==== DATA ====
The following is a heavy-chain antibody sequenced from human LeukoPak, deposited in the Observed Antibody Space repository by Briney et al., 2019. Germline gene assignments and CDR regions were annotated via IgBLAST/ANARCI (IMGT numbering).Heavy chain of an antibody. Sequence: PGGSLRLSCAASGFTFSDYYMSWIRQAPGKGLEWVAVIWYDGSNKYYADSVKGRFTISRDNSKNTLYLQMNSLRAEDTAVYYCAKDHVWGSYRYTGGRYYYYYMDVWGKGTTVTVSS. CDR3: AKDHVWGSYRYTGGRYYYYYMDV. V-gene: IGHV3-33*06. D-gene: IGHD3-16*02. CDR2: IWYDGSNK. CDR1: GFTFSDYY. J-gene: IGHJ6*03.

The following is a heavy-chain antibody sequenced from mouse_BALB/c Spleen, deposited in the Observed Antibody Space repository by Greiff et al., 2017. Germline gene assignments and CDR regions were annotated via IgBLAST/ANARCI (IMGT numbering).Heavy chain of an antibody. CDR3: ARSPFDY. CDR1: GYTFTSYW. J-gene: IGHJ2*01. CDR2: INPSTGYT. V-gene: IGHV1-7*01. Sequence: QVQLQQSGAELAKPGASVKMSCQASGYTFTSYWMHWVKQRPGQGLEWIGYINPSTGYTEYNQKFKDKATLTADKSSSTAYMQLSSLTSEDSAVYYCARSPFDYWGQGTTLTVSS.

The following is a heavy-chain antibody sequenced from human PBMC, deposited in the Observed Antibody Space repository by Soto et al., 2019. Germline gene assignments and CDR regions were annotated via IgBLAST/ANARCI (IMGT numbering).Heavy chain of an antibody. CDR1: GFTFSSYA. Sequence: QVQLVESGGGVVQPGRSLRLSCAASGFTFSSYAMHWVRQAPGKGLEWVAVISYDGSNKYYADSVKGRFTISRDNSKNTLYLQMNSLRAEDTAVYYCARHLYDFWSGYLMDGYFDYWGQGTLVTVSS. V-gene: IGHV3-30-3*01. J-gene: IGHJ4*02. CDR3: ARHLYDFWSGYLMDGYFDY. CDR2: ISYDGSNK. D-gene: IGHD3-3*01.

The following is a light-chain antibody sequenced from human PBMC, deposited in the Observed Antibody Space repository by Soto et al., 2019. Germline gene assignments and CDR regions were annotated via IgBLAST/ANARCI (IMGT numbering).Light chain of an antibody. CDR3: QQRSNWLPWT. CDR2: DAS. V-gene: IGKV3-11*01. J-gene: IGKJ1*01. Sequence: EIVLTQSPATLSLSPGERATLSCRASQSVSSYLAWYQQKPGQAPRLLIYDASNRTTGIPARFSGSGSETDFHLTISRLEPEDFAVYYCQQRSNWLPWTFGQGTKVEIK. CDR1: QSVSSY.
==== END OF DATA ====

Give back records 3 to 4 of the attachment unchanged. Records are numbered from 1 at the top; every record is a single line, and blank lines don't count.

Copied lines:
The following is a heavy-chain antibody sequenced from human PBMC, deposited in the Observed Antibody Space repository by Soto et al., 2019. Germline gene assignments and CDR regions were annotated via IgBLAST/ANARCI (IMGT numbering).Heavy chain of an antibody. CDR1: GFTFSSYA. Sequence: QVQLVESGGGVVQPGRSLRLSCAASGFTFSSYAMHWVRQAPGKGLEWVAVISYDGSNKYYADSVKGRFTISRDNSKNTLYLQMNSLRAEDTAVYYCARHLYDFWSGYLMDGYFDYWGQGTLVTVSS. V-gene: IGHV3-30-3*01. J-gene: IGHJ4*02. CDR3: ARHLYDFWSGYLMDGYFDY. CDR2: ISYDGSNK. D-gene: IGHD3-3*01.

The following is a light-chain antibody sequenced from human PBMC, deposited in the Observed Antibody Space repository by Soto et al., 2019. Germline gene assignments and CDR regions were annotated via IgBLAST/ANARCI (IMGT numbering).Light chain of an antibody. CDR3: QQRSNWLPWT. CDR2: DAS. V-gene: IGKV3-11*01. J-gene: IGKJ1*01. Sequence: EIVLTQSPATLSLSPGERATLSCRASQSVSSYLAWYQQKPGQAPRLLIYDASNRTTGIPARFSGSGSETDFHLTISRLEPEDFAVYYCQQRSNWLPWTFGQGTKVEIK. CDR1: QSVSSY.